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San Antonio-Based Researcher Says His Algorithm Predicts Who Will Win The World Cup

Steven Depolo/Flickr (CC BY 2.0)
A combination of home field advantage, team member ages and how often the team has won before all go into his model.

From Texas Standard.

For the next month, the eyes of the soccer world will be on Russia, the site of the 2018 FIFA World Cup. The 32-team tournament, which does not include the United States, will decide which country will reign over the world’s game for the next four years. Every soccer fan has their prediction of who will win the cup, but nobody could tell you for sure, right?

Ricardo Santos believes he can. He is a professor of economics at Trinity University in San Antonio, and he has devised his own model for predicting the winner.

“Soccer is my love, my passion,” says Santos, who has enjoyed the game since before he became an economics professor. For him, studying soccer “was an easy choice.”

To create his model, Santos looked back at the history of the World Cup. He looked for trends in winners and losers, and searched for meaningful variables.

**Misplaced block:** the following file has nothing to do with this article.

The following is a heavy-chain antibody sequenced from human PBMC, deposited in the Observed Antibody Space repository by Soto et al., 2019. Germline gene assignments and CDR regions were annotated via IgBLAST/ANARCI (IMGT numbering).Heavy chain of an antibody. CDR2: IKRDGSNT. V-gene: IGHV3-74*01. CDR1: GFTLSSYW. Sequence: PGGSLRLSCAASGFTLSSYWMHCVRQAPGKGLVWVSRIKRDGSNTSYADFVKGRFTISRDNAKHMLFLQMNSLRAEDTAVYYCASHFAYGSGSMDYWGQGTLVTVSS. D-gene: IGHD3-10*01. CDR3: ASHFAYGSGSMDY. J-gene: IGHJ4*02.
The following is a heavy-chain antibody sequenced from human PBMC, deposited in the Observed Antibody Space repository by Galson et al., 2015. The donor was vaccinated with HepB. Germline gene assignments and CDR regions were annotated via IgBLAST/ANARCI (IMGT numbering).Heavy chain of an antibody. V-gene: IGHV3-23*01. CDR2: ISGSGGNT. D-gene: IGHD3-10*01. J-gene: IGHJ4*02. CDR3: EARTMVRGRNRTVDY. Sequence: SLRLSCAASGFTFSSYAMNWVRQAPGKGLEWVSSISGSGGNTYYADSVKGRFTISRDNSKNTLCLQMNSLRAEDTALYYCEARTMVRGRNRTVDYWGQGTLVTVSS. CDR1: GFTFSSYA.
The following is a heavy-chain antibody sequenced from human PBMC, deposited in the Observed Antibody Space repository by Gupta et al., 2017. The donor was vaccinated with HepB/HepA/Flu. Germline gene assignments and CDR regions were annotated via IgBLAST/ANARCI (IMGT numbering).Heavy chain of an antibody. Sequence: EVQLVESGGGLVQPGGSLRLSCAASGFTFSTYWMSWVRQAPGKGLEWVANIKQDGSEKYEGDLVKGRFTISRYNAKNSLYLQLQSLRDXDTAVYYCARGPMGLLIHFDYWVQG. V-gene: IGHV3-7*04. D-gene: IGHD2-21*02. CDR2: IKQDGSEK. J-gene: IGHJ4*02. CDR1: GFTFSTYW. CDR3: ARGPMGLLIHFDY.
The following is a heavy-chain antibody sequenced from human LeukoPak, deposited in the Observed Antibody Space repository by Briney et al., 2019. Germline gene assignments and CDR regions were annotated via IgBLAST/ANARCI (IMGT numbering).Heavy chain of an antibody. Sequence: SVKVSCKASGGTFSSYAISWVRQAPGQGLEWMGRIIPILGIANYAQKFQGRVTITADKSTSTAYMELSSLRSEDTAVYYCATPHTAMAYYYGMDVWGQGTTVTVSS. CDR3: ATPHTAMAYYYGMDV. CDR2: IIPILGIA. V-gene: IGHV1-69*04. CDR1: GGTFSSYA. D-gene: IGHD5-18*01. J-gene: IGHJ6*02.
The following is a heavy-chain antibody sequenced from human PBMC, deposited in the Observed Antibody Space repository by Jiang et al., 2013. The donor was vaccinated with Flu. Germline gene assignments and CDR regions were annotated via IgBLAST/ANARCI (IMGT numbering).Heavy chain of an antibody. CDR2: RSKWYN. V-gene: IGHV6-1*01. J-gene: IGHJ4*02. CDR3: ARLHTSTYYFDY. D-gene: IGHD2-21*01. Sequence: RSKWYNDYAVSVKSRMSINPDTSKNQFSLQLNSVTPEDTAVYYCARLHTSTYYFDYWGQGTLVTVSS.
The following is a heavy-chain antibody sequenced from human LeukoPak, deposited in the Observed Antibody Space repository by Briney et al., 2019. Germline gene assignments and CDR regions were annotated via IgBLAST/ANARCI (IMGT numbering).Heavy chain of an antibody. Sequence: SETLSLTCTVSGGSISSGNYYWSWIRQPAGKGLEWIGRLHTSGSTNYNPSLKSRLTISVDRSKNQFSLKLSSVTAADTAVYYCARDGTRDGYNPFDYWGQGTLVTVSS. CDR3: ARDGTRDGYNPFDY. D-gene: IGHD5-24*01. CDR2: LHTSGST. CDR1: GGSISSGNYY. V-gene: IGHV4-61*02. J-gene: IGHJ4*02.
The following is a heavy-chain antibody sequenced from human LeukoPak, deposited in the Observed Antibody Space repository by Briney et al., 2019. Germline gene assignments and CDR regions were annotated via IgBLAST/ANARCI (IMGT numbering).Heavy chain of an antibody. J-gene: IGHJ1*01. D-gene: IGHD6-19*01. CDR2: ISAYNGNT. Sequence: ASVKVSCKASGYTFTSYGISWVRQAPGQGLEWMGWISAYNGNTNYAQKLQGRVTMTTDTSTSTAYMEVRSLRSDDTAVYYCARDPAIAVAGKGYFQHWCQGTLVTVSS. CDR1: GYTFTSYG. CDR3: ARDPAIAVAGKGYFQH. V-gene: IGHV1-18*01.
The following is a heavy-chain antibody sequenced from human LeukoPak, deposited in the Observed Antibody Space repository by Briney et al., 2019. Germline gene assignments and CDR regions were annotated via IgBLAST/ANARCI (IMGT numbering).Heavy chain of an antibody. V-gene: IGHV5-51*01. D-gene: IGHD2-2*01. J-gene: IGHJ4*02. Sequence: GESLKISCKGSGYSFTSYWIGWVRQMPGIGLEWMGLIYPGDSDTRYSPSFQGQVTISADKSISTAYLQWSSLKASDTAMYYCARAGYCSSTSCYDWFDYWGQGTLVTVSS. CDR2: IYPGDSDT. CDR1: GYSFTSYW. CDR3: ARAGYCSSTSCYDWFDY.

“There have been 20 World Cups to date, this year will be the 21st, and in six of the 20 the host was the final winner, so hosting should matter,” Santos says.

In addition to the host country, Santos considers how the teams are built over a cycle of tournaments.

“From observing and watching the game so much I realized that the generational cycle of the teams should be very important,” Santos says. “These teams at the national level only play together for about 10 to 12 years.”

Over that span, a national team will participate in about three world cups. Since 1974, Santos found that only twice had a team won two out of any previous three tournaments.

This year, when accounting for all variables, Santos says that Brazil will come out on top. The Brazilian team has the right mix of players – not too young and not too old – and they are highly ranked by FIFA.

Still, Santos says you shouldn’t take his predictions too seriously.  

“There’s always a high degree of randomness in the model,” Santos says. “So you should not take my guesses to Las Vegas and start betting.”

Written by Kevin Wheeler.

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